TAMPA, Fla. — University of South Florida marine scientists launched their first field mission this week using an autonomous solar-powered boat called an "uncrewed surface vessel" to map Tampa Bay and the Gulf of Mexico. ​

What You Need To Know

  • USF is using a solar-powered boat to map the Tampa Bay area coastline

  • The study is a partnership with NOAA and two private companies

  • It could help with planning for coastal flooding, boating and fisheries

  • Data could all be collected by the end of January, professor says

"This is absolutely a first," College of Marine Science professor Steven Murawski said. "This is the wave of the future of coastal mapping."

The CSV is 16 feet long, equipped with acoustic sensors, can operate autonomously or by remote control and moves about 3 to 5 knots in a manner similar to mowing a lawn.

"You're looking at an autonomous vehicle that basically can operate itself through a mission command," Murawski said. "It's also solar-powered. So, on a sunny day you don't have to use any gasoline. The carbon footprint is basically zero."

Murawski is the head of the Center for Ocean Mapping and Innovative Technologies, also known as COMIT, which is leading the mission in partnership with the National Oceanic and Atmospheric Administration (NOAA) and two private companies.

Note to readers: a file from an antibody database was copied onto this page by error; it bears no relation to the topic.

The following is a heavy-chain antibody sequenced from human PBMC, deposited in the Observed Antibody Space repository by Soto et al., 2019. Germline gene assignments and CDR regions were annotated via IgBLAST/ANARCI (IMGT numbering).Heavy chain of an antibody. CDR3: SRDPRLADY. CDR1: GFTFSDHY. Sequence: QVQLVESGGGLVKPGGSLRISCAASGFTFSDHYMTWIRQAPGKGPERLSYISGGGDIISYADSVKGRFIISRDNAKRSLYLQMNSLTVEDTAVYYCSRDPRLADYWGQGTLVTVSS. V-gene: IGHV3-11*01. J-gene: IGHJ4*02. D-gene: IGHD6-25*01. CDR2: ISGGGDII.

"What we're trying to do is produce unprecedented, detailed maps of not only the water depths around the coastal areas but also the land that's adjacent to it," he said. "Not all parcels of land are equally at risk of flooding, and so it really depends on the height of the land above the sea level."

Scientists are combining data from the CSV, satellites and planes to generate the high-resolution maps. The maps will improve storm-surge modeling for hurricanes or sea level rise, Murawski said.

(Spectrum News/Josh Rojas)

"By incorporating these very detailed maps into prediction models, we can actually predict to the parcel of land, parcels that will be more at risk and less at risk," he said. "This not only helps individual homeowners but it also helps land-use planners like state and local governments as they consider additional resilience protection like seawalls or even taking land out of circulation because it is at such high risk."

Boaters will also benefit from the new maps, along with fisheries management. Murawski said he expects to have all of the data by the end of January.

"It's a science program that has almost immediate payoff to the public," ​he said. "If you live adjacent to Tampa Bay, it will most definitely benefit you."